Tires on crashed bus came from scrap bin, documents burned

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by Joe Arnold

WHAS11.com

Posted on November 12, 2013 at 12:25 AM

Updated Tuesday, Nov 12 at 12:05 PM

LOUISVILLE, Ky (WHAS11) -- Five months after 34 people were injured in the crash of a chartered Commonwealth Bus Service school bus in Louisville, a U.S. Department of Transportation Compliance Review reveals the front tires were placed on the bus after being retrieved from an auto shop's recycling bin.

A Louisville Metro Police accident investigation cites a blown left front tire as the cause of the crash on I-64 at the Shelby County line.

In interviews with federal investigators, the bus owner admits the bus had not had required annual inspections in "a few years."

WHAS11 obtained the Federal Motor Carrier Safety Administration documents through an open records request.

Apprised by WHAS11 of bus owner Michael Goad's statements to the USDOT, Jefferson County Public Schools disclosed Friday "we are temporarily ceasing operations with Commonwealth and are reviewing the matter."

Commonwealth Bus Service and Transportation, Inc. has declined WHAS11's numerous requests for interviews or statements.

JCPS has also instituted a new requirement for all contracted charter bus companies to provide updated monthly and annual inspection reports to be kept on file at the school district rather than at each company's offices.

All 29 high school students and five adults on board were injured on June 11 when the tire blew and bus driver Veloris Tobin lost control, sending the bus from the far right lane across three lanes of traffic into the concrete interstate divider.

The crash was captured by a camera installed on Lynn Wehling's semi tractor-trailer.

"I would like to know what the company said about it," said Angel Hahn, 15, of Martin, TN.  "It could have cost me my life."
 
Hahn and her mother are friends with a Waggener High School student and her family.

Flung across several rows of seats in the crash, Hahn suffered a broken back, ankle and sternum, a shattered elbow and a head injury.
 
"I'm still recovering," Hahn said.  "It's a little hard. I have a lot of trouble focusing with my head injury.  And I have a lot of pain."

The safety of the bus trip was only as secure as the bus tires.

In a US Department of Transportation compliance review obtained by WHAS11 News, the bus owner - Michael Goad - told investigators he "'got' these tires from a friend who happens to have some spare tires this size."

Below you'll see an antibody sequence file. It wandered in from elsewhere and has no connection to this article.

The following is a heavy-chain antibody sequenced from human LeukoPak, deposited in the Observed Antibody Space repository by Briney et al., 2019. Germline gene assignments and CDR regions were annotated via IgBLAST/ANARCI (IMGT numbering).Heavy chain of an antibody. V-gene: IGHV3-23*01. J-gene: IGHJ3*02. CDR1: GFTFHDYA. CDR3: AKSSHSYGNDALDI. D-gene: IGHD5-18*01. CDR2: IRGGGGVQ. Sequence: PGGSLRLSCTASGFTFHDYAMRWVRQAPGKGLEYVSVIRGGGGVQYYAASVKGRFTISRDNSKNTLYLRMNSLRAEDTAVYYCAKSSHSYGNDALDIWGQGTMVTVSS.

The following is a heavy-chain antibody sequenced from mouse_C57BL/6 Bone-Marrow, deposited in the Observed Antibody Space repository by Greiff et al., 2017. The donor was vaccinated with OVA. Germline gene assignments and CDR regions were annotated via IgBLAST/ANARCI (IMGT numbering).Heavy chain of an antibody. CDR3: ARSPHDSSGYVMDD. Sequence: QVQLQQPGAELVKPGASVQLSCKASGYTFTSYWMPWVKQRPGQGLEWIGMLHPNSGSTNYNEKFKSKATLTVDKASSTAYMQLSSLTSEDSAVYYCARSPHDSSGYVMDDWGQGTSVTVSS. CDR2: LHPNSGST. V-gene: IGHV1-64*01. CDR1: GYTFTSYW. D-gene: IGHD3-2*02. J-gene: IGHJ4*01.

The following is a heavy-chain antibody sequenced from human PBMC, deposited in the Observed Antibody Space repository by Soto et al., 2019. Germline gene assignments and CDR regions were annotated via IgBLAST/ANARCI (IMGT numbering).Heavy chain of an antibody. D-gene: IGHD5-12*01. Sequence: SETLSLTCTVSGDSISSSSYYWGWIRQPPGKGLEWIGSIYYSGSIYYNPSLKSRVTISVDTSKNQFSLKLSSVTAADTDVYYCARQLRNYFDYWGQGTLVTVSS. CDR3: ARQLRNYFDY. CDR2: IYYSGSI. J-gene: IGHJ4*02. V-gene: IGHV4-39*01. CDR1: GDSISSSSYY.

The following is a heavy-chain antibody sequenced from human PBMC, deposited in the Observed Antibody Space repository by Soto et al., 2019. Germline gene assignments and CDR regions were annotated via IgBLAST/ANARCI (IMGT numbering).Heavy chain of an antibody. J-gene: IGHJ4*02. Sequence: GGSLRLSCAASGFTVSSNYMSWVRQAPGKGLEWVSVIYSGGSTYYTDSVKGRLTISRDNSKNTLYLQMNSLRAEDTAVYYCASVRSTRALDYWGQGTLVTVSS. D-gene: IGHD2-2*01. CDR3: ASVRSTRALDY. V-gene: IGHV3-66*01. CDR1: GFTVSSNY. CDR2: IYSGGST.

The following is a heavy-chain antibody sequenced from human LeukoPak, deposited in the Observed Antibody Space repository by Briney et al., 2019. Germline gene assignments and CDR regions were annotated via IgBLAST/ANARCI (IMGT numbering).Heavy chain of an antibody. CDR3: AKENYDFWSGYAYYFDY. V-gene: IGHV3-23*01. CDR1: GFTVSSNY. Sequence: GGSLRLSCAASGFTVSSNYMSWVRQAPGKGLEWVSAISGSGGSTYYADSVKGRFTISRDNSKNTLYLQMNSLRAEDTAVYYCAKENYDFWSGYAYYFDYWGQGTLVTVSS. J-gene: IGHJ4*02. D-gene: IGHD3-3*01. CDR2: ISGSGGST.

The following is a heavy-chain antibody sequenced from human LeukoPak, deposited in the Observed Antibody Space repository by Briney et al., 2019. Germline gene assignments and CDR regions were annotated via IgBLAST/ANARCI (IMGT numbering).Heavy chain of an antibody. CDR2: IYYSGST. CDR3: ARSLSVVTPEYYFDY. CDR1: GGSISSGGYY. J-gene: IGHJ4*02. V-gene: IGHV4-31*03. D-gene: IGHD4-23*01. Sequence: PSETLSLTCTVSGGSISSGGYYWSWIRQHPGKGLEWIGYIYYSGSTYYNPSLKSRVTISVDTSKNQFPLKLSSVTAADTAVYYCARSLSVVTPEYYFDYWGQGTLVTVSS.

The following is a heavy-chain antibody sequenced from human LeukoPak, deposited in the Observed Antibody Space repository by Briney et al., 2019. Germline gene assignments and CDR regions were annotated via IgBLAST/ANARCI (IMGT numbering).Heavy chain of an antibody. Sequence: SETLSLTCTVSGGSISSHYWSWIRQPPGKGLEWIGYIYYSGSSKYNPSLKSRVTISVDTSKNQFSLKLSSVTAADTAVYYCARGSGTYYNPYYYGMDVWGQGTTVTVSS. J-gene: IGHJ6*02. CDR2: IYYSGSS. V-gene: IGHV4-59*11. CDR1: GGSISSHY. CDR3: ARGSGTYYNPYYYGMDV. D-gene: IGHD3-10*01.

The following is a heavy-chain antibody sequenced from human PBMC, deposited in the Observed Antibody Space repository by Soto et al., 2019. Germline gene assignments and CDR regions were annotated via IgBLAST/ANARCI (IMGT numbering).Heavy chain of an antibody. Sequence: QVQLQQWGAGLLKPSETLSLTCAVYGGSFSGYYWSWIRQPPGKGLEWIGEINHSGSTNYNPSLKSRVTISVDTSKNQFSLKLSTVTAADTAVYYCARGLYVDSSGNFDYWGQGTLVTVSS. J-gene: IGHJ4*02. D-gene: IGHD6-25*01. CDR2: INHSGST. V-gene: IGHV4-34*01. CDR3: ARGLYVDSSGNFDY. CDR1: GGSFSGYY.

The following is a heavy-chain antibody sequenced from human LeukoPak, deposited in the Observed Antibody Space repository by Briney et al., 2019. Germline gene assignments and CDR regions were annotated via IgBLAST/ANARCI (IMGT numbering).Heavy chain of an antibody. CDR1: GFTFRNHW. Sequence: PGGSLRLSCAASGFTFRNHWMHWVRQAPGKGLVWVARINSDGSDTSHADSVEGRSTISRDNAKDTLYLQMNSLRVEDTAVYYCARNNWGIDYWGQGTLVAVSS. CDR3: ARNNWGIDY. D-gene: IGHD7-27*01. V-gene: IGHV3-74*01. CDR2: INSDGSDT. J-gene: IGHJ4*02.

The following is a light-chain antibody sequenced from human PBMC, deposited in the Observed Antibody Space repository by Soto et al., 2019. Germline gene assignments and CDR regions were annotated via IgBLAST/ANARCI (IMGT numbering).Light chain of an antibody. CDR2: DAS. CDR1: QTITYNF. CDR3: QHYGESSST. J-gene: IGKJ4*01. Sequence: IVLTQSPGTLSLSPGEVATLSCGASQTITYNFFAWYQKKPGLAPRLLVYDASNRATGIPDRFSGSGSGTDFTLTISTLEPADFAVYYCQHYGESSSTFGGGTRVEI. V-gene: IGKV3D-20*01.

Goad's friend - whose name is redacted from the federal report - told investigators he salvaged the tires from a scrap tire bin at Tony's Brake and Alignment on Poplar Level Road.

According to a summary of the USDOT interview with an employee at Tony's Brake and Alignment, "no one at the business could remember letting anyone get tires from the scrap tire bin."

Tony's owner told WHAS11 by phone the business does not sell used tires and it did not condone or authorize any such action.
 
The unnamed friend's admission is spelled out in the USDOT documents:
 
"The tires were in the scrap tire bin that were going to be taken by a tire recycler."
 
Instead of with a recycler, the 11 year old tires ended up on Bus 450.
 
The Louisville Metro Police crash investigation includes a post-crash inspection by veteran forensic mechanic Scott Burrows of Trimble County.  Though his report concludes the tires appeared to have sufficient tread life and did not show signs of uneven wear, Burrows expressed concerns about the age of the tires and suggested experts in tire failure take a closer look.
 
An analysis of the blown tire by Goodyear Innovation Center inspectors cited evidence which indicates the "tire was used for some time prior to being mounted on this vehicle" and showed signs of "over-deflected operation" a result of "under-inflation, overloading or a combination of both."
 
Goodyear explained over-deflection causes "irreversible damage" to the tire and can affect handling.
 
"It's a ticking time bomb," said William F. McMurry, an attorney representing six of the crash victims. "It is going to blow, it is just a question of when."

McMurry also suspects something was wrong with the bus suspension.